Book Review | Only a Monster (ARC)

I received an advance reader’s copy (ARC) of Only a Monster by Vanessa Len. Since this version is just a proof and not the final version, I won’t quote directly and will keep my comments general.

In Only a Monster, Joan thinks she has a normal family. Sure, they bicker and tease like any family, and sure, her grandmother reminds her that they’re “monsters,” but it’s not serious. However, one night Joan finds herself confronted with terrifying strangers who can sap time away from humans’ lifetimes and use that to time travel. Turns out monsters are real, and she is one of them. Along with them, comes a young man—a “hero”—who might be destined to destroy them all. Joan has to harness her power and discover the origin of the hero before she loses everything she loves.

I didn’t know this was the first of a trilogy, which is slightly frustrating. Standalones are so underrated!

That said, I enjoyed this book. You have to feel sympathy for Joan, who very much fulfills the role of “normal person swept into a world of magic they knew nothing about.” However, the interesting twist is that the way monsters like her operate is morally very gray. Their powers are to drain the life from humans, so that they’d die sooner. And though that power is often used in moderation—only a year or so from each person, so as to not kill any on the spot—it’s also still terrible. So I liked seeing a protagonist who is, from our human perspective, a potential threat. It’s an intriguing moral quandary Joan finds herself in, especially since she’s half-monster and half-human and has been raised as a human. That was a really fascinating aspect of this.

As for the time travel magic, despite its dark source, it is so cool! Gotta love time travel, particularly in this urban fantasy book. I wish we could have gone to a more interesting setting than 1980s London, but considering how they time travel, I guess it’s for the best. Plus, I suspect there will be cool other times in the future installments.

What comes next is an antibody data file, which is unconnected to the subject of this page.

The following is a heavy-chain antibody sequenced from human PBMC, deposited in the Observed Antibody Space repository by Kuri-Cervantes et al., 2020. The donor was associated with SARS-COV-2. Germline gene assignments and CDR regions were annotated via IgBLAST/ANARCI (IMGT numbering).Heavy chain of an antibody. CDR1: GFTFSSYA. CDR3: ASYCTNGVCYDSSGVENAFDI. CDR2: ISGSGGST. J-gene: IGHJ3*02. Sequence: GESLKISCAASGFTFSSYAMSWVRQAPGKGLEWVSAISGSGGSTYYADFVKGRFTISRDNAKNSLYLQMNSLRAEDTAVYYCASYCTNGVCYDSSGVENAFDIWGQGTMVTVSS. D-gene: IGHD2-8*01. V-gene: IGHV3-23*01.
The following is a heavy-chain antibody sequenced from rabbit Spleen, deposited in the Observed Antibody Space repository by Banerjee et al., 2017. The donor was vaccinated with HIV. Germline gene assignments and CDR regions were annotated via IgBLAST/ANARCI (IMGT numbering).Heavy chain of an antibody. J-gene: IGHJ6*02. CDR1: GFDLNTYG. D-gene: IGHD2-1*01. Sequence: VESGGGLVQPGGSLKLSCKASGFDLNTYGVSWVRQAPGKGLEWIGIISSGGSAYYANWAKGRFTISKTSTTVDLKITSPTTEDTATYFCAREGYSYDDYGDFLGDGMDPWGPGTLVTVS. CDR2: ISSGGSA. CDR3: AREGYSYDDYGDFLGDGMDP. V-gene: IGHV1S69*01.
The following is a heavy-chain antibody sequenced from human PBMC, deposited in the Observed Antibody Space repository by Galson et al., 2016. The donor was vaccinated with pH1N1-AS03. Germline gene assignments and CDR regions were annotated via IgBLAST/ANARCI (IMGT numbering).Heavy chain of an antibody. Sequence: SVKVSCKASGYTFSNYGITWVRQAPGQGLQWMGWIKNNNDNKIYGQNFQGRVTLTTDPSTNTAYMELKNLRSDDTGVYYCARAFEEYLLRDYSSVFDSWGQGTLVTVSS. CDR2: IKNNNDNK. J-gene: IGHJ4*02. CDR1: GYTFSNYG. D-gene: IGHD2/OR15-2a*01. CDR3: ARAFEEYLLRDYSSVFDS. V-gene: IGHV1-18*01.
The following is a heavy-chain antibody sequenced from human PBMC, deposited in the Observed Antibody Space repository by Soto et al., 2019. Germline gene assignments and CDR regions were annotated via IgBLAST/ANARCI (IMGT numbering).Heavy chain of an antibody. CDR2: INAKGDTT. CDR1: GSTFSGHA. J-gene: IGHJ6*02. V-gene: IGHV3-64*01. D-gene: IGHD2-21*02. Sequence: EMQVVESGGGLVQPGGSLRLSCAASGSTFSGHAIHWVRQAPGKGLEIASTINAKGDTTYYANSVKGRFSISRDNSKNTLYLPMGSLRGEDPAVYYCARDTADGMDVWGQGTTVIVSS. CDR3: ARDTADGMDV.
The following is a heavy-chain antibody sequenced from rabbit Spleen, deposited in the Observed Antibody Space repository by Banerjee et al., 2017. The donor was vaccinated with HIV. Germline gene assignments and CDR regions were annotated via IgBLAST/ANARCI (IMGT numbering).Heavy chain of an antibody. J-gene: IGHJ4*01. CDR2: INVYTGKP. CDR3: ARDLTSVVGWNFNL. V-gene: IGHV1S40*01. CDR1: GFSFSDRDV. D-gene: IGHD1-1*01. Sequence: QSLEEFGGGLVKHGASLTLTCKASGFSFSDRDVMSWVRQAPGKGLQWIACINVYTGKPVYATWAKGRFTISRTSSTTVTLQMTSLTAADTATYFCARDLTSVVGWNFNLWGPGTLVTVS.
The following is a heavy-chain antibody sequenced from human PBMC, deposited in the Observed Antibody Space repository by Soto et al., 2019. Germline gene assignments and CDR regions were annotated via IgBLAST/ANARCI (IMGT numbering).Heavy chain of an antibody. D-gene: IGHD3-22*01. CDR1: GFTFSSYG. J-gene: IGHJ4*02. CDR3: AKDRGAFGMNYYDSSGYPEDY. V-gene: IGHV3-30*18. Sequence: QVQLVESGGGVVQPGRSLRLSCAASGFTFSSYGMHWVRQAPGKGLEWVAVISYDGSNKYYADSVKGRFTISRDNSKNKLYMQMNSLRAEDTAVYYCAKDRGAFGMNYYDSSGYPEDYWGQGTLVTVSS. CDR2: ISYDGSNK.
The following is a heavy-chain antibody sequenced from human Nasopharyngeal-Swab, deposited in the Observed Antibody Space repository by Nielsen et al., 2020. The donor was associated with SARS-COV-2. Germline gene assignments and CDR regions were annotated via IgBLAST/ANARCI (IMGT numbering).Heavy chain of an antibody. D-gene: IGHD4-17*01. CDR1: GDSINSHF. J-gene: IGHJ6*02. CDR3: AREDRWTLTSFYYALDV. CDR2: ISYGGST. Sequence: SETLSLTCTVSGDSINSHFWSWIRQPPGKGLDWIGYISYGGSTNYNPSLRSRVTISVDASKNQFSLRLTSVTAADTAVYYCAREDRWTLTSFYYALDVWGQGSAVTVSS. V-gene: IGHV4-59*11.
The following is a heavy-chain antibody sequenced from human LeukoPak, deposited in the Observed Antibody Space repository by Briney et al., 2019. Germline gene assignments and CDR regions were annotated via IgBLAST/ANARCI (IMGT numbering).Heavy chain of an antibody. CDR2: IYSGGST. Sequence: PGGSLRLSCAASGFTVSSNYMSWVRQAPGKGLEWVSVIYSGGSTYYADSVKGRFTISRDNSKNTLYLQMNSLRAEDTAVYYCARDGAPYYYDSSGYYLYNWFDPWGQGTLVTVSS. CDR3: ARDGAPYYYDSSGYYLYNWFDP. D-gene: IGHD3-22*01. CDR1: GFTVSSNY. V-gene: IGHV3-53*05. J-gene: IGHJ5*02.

Concerning Joan’s antagonist, the hero for the humans, I didn’t care too much about their relationship. Star-crossed lovers are, for me, only marginally better than love triangles. Plus, I wish we could have seen more of what he and Joan were like prior to becoming enemies; maybe that would have gotten me more invested.

Beyond that, I liked the other characters well enough. Ruth and Aaron were great, and though I definitely didn’t trust Tom for a long time, I ended up really liking him too. I think the bond with the most potential to be really compelling, though, is definitely Aaron and Joan. I still haven’t decided if I’ll read the next book in the series (I don’t even think there’s a release date yet, and I fear I’d forget everything that happened in this book), but those two might convince me to.

In the end, Only a Monster is a great story with some excellent characters, interesting magic, and themes that make you think. The love story didn’t wow me, though some of the action was very exciting and well done. This definitely has potential to be a fantastic trilogy, and I think fans of The Mortal Instruments or Legendborn would really love this.

Only a Monster was published on February 22nd, 2022!

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